Sunday, 22 February 2015

Sewing: Blue cotton chambray Grainline Archer shirt

If you had to choose one outfit to wear for the rest of your life, a uniform say, what would you choose?

For me the answer is easy, it would be a loose fitting shirt and skinny jeans. I can think of a variation of these two garments for almost any occasion.

  • Black jeans, crisp cotton poplin shirt and high heeled pumps for the office.
  • Black jeans, silk shirt, high heeled sandals, red lips and big earrings for dinner out or cocktails.
  • Blue jeans and a chambray shirt with ankle boots or plimsoles for running errands.
  • Oversized flannel shirt and knitted socks for spending a rainy Sunday in bed reading books or binge-watching shows on Netflix.

And so on....



So naturally it was just a matter of time before I made myself an Archer shirt. It is the perfect loose fitting shirt. Sufficiently androgynous for my taste.

I finally bought the Archer pattern during the Grainline Black Friday sale. I waited until Christmas to make it because I didn't want to rush. This pattern had the potential to become my new favourite pattern and I wanted to do it justice.

These photos were taken during Archer's first outing -  a little trip to Morocco. Lucky Archer.

I planned it so meticulously. I ordered my fabric, a light blue chambray from Stone Fabrics, weeks before Christmas, washed it, ironed it and folded it away nicely. I made sure I had interfacing and buttons at home. I kept my diary completely empty between Jan 1 and Jan 6 and planned to do one or two steps each day, starting with a muslin of course. Not for the fit, but to nail the techniques before attempting them with my nice chambray.

Day 1, Jan 1, I got to work. Taped the pattern and cut it out. This was such long, dull work that I gave up for the rest of the day. Jan 2 I cut the fabric. And decided to skip the muslin and get to work straight away. And it was so much fun I couldn't stop! I left the sewing machine at 8 at night having only the collar and buttons left.


And...well, it didn't turn out quite as terrible as I feared. In fact, not terrible at all. Sure, the topstitching could be better and I had to unpick one sleeve placket and both sides of the collar stand, leaving the fabric at those spots a bit damaged, but these are details and the overall look is great!



The blue chambray was so easy to work with! I couldn't have asked for a more well-behaved fabric for my first shirt.

I have to say just how amazing the sew along is. I have been terrified of making cuffs and a collar, but with the sew along it was kind of easy! In fact, there was nothing difficult about the construction of this shirt. And I have no comments on the pattern, it is a delight to sew.

The fit is a little bit off on me. But it's off all over, which makes me think I need to go down a size. That's annoying, because while I'm itching to make another Archer I can't face printing, taping and cutting another one. I should have measured more carefully.

Overall, I'd call this a success! I probably should have done the toile, but let's call this a very wearable toile. I feel so ready to make many more Archers! In fact, I have to. I managed to stain this one so badly and so extensively that it is no more.

So now that I have the perfect pattern for the top half of my perfect outfit I have my eyes on this Indian indigo blue cotton and this Irish linen from Merchant & Mills for my next Archers.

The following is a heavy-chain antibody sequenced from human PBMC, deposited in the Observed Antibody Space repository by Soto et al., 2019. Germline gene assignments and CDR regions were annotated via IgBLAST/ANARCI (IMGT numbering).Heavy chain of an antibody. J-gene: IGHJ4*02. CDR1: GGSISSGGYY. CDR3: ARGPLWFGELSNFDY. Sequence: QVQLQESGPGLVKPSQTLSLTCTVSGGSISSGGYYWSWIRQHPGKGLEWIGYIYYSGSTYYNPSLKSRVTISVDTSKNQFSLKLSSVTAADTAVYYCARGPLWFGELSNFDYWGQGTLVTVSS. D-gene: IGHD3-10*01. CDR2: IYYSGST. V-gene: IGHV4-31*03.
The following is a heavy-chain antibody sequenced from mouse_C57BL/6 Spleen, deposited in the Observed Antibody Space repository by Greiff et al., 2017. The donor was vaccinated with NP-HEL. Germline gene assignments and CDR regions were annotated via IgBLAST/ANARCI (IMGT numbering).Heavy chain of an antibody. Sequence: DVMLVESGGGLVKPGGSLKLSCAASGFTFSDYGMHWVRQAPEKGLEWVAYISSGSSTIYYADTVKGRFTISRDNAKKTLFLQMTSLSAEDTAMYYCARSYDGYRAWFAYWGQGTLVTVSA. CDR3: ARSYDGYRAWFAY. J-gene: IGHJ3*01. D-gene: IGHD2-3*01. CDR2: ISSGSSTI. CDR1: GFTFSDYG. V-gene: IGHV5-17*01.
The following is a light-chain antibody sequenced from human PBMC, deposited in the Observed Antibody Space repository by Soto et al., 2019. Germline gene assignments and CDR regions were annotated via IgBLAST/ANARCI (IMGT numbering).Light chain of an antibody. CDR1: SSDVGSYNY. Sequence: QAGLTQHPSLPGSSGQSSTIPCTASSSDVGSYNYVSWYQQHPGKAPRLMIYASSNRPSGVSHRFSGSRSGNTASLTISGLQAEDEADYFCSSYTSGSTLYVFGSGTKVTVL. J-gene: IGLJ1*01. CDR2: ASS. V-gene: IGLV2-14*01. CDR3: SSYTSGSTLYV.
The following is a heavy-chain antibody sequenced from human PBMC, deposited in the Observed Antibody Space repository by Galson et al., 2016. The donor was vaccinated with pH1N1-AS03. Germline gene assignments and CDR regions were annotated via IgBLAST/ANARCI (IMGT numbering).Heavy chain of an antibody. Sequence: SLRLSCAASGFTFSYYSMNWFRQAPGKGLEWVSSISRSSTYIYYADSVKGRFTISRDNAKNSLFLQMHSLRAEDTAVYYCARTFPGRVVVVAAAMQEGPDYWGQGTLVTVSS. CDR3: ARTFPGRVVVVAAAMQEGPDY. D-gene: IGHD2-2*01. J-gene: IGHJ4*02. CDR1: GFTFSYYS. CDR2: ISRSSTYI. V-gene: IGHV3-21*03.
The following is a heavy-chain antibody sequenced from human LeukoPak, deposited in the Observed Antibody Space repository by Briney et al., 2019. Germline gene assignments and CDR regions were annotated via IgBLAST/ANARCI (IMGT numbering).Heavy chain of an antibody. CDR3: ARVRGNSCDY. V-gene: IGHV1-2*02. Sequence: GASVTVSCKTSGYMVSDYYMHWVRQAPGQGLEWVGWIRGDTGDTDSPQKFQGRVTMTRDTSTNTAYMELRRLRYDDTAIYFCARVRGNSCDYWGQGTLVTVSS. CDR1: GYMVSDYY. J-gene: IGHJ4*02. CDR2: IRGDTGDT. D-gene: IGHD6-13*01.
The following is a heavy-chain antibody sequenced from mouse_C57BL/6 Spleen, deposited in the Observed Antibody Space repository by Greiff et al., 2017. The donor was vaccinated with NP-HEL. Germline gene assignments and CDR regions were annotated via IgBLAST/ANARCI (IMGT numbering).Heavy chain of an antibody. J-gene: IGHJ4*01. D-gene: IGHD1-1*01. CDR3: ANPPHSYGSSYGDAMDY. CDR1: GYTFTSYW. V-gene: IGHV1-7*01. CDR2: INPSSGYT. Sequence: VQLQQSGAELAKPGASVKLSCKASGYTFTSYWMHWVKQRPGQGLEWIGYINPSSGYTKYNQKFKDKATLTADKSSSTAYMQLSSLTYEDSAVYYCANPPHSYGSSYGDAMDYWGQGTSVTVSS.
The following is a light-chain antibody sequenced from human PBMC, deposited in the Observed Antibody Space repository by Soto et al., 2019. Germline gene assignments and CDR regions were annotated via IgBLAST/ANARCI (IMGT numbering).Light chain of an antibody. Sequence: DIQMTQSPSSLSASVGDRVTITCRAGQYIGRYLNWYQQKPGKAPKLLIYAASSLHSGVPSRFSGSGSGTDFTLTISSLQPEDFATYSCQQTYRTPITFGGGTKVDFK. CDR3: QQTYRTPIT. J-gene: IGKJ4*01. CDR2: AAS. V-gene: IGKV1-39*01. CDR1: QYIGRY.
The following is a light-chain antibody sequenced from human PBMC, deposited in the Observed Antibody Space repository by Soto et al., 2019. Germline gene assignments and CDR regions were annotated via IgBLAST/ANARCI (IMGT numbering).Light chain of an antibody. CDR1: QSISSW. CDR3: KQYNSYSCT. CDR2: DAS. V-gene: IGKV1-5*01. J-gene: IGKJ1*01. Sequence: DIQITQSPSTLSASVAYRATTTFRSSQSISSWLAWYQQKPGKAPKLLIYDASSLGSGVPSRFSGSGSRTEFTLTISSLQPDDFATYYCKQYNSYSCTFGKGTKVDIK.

All photos by Josh.

Tuesday, 17 February 2015

On not getting along with any sewing projects

I lost my sewing mojo. I think it's very slowly coming back, but for a while, everything I touched turned out terrible.

First, I sewed up the Megan Nielsen Kelly skirt, which I started ages ago, and the fit is disasterously bad. Which is such a fail on my part because with a flared skirt like that it's really not hard to get the fit right. I'm not even liking the fabric I made it in, so I have no motivation to try to fix it.

Then, I tried to make another Salme camisole. This time in lovely, luxurious silk. I don't even know where I went wrong, but literally everything about it is wrong. The fit is wrong. The drape is wrong. The construction is wrong. Wrong, wrong, wrong. Butchered silk. Unforgivable.

Finally, before giving up, I attempted to make a replacement for my first Salme skirt which I had worn to death. Should be easy enough, right? Two pattern pieces plus waistband and zipper. Plus I've made it before and been so happy with it I've literally worn it to pieces. Yet it went wrong. While cutting it out I accidentally cut the waistband in half. And of course I don't have any large enough pieces of the fabric left to cut out another waistband. I've since made a patchwork waistband, but I can't face finishing the skirt. Also, the fabric I've chosen is a bit whacky, so different from anything I'd normally go for, that it needs lining, but I don't have enough lining fabric. I suspect I'll hate the fabric and hence the skirt when it's finished, but I find it so hard to leave things unfinished.

I've been telling myself that I just have to finish the skirt, not even finish it well, and then I can move on to other sewing. But all that's resulted in is me avoiding any kind of sewing altogether.

Instead I've been spending my time with friends who are new to sewing but very happy and enthusiastic. And it's been so good! It's been a very pleasant reminder that sewing is meant to be fun! I can buy clothes if I want functional, flawless items. I sew clothes because I enjoy it. Flawless would be great, but I'm not a seamstress, I'm a (very!) amateur sewer.

So I went back to basics. And picked up this quilt again. Just straight lines. I'm going to finish the binding by hand and then I'll blog it. So should be a week or two. But in summary it's a bunch of Josh's old shirts cut up and mixed with some floral fabric for some pastel perfection.


That made me feel good about sewing again. So good that I ordered some dress fabric.



Both of these are from Croft Mill. The red is a viscose..something blend. I think cotton but might be wrong. I'm saving it for the spring, and then I will make the Deer & Doe Belladone dress with it.

The blue is a polyester crepe. I'm going to the ballet later this week and I planned to make a simple crepe de chine dress. These plans were formed before I turned into Edward Scissorhands around pretty fabrics. Since then however I realised I probably don't want to have more ruined silk on my conscience, so I ordered the polyester crepe to make a muslin first.